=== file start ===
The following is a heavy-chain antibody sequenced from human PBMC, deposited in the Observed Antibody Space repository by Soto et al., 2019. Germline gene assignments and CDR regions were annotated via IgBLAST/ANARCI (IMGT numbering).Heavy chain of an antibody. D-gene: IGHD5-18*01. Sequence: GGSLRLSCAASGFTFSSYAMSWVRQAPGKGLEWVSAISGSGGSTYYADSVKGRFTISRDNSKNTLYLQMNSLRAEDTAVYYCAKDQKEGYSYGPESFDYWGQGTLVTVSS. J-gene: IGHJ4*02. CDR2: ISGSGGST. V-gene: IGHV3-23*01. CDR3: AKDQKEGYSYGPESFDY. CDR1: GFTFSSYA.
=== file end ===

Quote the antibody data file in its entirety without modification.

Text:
The following is a heavy-chain antibody sequenced from human PBMC, deposited in the Observed Antibody Space repository by Soto et al., 2019. Germline gene assignments and CDR regions were annotated via IgBLAST/ANARCI (IMGT numbering).Heavy chain of an antibody. D-gene: IGHD5-18*01. Sequence: GGSLRLSCAASGFTFSSYAMSWVRQAPGKGLEWVSAISGSGGSTYYADSVKGRFTISRDNSKNTLYLQMNSLRAEDTAVYYCAKDQKEGYSYGPESFDYWGQGTLVTVSS. J-gene: IGHJ4*02. CDR2: ISGSGGST. V-gene: IGHV3-23*01. CDR3: AKDQKEGYSYGPESFDY. CDR1: GFTFSSYA.